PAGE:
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Lawn care guide

Choosing seeds Preparing the ground Lawn problems Lawn care Lawn fertilisers Watering Aeration and verticutting Selecting the right mix Most common lawn diseases


The battle for a weed free lawn start prior to sowing. Once soil is levelled, wait until weeds germinate and then apply herbicides. Without our help grasses will always loose the battle against weeds. Particularly perennial weeds can be difficult to control. It is possible to control them effectively using pesticides available on the market. The use of chemical weedkillers is always the last resort, which one should reach for if the desired results are not achieved using manual weeding. Safe use of selective herbicides is possible six months after the appearance of a lawn.
For best results spray turf during warm weather. During spraying soil should be moist. Remember to apply nitrogen fertiliser to lawn after using weedkillers.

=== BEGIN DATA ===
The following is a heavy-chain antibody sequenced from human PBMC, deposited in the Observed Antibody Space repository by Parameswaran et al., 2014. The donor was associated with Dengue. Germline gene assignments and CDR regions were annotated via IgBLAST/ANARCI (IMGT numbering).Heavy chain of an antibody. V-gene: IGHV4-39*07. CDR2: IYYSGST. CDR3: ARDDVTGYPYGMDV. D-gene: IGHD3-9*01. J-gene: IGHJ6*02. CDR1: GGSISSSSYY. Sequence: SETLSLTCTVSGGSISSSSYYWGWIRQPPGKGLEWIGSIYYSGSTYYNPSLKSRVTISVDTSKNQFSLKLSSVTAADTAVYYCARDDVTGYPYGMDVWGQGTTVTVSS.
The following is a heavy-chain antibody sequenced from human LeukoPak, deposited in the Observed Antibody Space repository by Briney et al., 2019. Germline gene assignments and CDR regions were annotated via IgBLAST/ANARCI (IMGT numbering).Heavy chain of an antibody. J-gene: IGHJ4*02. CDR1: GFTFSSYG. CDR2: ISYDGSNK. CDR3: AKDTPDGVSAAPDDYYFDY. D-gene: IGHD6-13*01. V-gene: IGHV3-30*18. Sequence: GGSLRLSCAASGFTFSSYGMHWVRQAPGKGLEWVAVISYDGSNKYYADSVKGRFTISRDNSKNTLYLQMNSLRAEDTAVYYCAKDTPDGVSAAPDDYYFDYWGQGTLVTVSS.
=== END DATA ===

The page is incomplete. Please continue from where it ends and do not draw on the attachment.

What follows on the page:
Moles are frequent unwanted guests at our lawn. Moles damage lawns by burrowing tunnels under lawns and making mounds on the surface. Molehills (mounds) make it difficult to care for your lawn – particularly when it comes to mowing.

Bare patches

These may appear when seeds after sowing have not been covered by a layer of sand and as a result of which have been blown away by the wind or washed out by a stream of water during watering.


A lawn will grow in tufts if too fee seeds were sown or the seeds were covered too deeply. Incorrectly prepared soil may also cause tufts – not raked, compact lumps of earth.

Yellowing swathes

May appear as a result of a fungus infection – damping-off, which favours: compact dense sowing, excessive soil moisture and low temperatures.
This disease most often appears on clay soils. Young blades fall over, yellow and die. Turf should be sprayed with a fungicide recommended for this disease. This disease may also appear when the soil may ill-prepared – the turf covers post construction rubble, tree trunks; subsoil layer protrudes to the surface; there are mineral shortages in the soil – usually due to a failure to apply pre sowing fertiliser. The solution here is to apply foliar feeding (paying due care and attention).

Dents in the lawn

These are usually the consequence of incorrect soil preparation. Rain and streams of water may cause furrowing and dents – if small cover with sand, larger ones should be covered with earth and grass seeds should be sown again.

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